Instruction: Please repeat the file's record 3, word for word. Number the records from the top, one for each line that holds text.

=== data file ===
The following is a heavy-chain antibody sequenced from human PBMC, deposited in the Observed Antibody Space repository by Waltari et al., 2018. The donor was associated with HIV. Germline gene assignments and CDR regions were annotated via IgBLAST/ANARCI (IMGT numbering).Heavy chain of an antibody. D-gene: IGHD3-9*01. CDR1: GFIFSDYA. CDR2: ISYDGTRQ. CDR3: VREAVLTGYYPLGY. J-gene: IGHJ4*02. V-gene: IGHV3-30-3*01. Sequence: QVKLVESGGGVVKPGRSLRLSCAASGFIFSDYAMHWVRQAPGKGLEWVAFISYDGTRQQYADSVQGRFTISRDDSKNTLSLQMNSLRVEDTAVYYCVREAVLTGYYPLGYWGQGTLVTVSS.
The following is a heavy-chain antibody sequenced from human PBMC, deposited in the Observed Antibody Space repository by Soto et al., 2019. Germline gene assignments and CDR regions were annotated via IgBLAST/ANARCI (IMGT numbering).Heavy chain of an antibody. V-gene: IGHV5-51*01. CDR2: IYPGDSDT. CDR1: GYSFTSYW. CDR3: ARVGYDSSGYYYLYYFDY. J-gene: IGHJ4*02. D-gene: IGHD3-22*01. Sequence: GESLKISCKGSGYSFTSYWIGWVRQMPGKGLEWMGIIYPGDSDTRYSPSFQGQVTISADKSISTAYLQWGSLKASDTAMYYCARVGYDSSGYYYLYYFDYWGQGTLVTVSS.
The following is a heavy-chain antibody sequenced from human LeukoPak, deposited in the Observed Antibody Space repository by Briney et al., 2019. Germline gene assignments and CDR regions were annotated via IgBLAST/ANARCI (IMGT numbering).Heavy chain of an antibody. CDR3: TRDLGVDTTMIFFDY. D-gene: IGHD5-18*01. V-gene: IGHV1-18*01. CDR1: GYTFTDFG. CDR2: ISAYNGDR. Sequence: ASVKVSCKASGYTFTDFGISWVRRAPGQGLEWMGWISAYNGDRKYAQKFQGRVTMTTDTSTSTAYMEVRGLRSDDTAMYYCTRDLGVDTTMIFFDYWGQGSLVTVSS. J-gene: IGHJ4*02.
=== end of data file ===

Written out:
The following is a heavy-chain antibody sequenced from human LeukoPak, deposited in the Observed Antibody Space repository by Briney et al., 2019. Germline gene assignments and CDR regions were annotated via IgBLAST/ANARCI (IMGT numbering).Heavy chain of an antibody. CDR3: TRDLGVDTTMIFFDY. D-gene: IGHD5-18*01. V-gene: IGHV1-18*01. CDR1: GYTFTDFG. CDR2: ISAYNGDR. Sequence: ASVKVSCKASGYTFTDFGISWVRRAPGQGLEWMGWISAYNGDRKYAQKFQGRVTMTTDTSTSTAYMEVRGLRSDDTAMYYCTRDLGVDTTMIFFDYWGQGSLVTVSS. J-gene: IGHJ4*02.